While mixed migration to the industrialised world captures most media and political attention, the reality is that approximately 85 percent of the worlds refugees and asylum seekers are hosted in so-called developing countries. Uganda is, as a low-income nation at the size of the UK, hosting more than any other African country. Uganda, further has the world’s third largest refugee population, after Turkey and Pakistan, with more than 1.3 million refugees by September 2019, of which more than one million has arrived since 2017.
Many Ugandans are quick to identify themselves by tribe – 56 tribes there are in total. They like to describe themselves, and are also often described by others, as humble, welcoming and peaceful but Uganda’s political history hardly reflects the peaceful part. When I visit Associate Professor Charles Amone on a July afternoon, Kyambogo University is in recess so it is generally quiet. His reflections paint a picture of a country less united than the world may be led to think – a crisis that fuels inequality and conflicts from within.
A dusty road leads me to Pece Primary School on the outskirts of Gulu town, a city in the northern Uganda. Just opposite the school, is a signpost that reads: “Gulu University Institute of Peace and Strategic Studies [IPSS].” It points towards a sizeable block sitting on an enclosed acre of land. The building’s cream walls and green roof have greyed due to age, Dr. Stephen Langole is a social scientist, who has studied different aspects of post war life in northern Uganda. This time we are going to talk about his PhD thesis, UrbanYouth in Post-conflict Northern Uganda: Networking Livelihood Resources.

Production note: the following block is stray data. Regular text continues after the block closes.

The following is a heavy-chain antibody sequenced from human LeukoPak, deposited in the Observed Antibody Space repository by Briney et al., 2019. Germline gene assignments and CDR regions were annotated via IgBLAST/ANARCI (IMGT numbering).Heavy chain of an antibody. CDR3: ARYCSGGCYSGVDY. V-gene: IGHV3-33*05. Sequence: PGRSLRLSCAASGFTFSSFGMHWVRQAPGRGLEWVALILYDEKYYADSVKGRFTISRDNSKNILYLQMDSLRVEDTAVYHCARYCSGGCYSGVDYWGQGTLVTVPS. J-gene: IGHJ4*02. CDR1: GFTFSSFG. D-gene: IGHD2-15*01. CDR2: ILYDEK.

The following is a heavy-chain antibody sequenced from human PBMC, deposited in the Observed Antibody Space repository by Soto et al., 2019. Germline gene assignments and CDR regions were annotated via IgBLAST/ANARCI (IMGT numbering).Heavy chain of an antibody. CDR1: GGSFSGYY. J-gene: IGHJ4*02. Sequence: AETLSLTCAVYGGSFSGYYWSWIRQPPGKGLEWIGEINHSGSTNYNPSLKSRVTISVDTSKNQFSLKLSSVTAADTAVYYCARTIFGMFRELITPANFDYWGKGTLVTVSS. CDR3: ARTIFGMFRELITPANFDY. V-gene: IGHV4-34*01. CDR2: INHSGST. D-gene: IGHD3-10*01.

How do the world’s most vulnerable inhabitants, living in refugee camps, areas of conflict, and developing countries engage with international legal practices, and economic markets? Emerging blockchain technologies are developing to improve upon the ‘legal-limbo’ that many of the world’s most vulnerable citizens find themselves in.
Corruption represents a major obstacle in reaching the Sustainable Development Goals. The activity hampers economic growth and increases poverty, depriving the most marginalised groups of equitable access to vital services such as healthcare, education and water and sanitation. Development practitioners should now start to modernise their approach to preventing petty corruption from hindering their agendas and look towards new technologies.